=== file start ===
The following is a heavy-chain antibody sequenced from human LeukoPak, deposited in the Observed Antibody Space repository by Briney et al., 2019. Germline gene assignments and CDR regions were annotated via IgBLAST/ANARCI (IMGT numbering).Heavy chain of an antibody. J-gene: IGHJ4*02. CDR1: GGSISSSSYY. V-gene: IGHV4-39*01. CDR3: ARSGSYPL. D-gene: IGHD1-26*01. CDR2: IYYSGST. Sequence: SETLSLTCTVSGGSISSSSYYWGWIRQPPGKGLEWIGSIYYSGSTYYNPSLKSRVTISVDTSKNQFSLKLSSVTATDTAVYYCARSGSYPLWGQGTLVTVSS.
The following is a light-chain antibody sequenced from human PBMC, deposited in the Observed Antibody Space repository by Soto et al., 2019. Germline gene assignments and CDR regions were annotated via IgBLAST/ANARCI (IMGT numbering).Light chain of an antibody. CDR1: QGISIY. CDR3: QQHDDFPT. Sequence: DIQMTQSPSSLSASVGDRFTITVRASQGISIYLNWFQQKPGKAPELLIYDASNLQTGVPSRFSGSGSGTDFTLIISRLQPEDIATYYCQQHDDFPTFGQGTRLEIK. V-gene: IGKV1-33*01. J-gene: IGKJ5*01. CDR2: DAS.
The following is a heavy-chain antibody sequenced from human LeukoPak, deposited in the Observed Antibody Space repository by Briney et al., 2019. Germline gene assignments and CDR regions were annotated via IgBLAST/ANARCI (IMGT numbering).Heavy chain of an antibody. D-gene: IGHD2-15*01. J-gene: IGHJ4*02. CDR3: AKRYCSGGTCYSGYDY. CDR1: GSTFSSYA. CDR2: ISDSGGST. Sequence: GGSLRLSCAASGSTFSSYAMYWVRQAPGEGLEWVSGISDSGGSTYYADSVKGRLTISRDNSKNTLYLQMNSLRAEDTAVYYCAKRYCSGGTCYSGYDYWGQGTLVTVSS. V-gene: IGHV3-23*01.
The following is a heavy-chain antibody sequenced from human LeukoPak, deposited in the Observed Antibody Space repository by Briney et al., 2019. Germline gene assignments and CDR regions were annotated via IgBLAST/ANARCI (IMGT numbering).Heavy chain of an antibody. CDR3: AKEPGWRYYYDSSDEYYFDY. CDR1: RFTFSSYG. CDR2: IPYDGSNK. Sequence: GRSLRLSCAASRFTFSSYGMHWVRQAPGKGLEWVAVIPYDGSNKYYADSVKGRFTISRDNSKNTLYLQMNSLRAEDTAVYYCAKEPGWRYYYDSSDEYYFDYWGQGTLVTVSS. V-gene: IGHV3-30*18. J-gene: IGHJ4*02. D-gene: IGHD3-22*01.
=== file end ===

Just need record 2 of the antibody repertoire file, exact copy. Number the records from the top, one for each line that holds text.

The following is a light-chain antibody sequenced from human PBMC, deposited in the Observed Antibody Space repository by Soto et al., 2019. Germline gene assignments and CDR regions were annotated via IgBLAST/ANARCI (IMGT numbering).Light chain of an antibody. CDR1: QGISIY. CDR3: QQHDDFPT. Sequence: DIQMTQSPSSLSASVGDRFTITVRASQGISIYLNWFQQKPGKAPELLIYDASNLQTGVPSRFSGSGSGTDFTLIISRLQPEDIATYYCQQHDDFPTFGQGTRLEIK. V-gene: IGKV1-33*01. J-gene: IGKJ5*01. CDR2: DAS.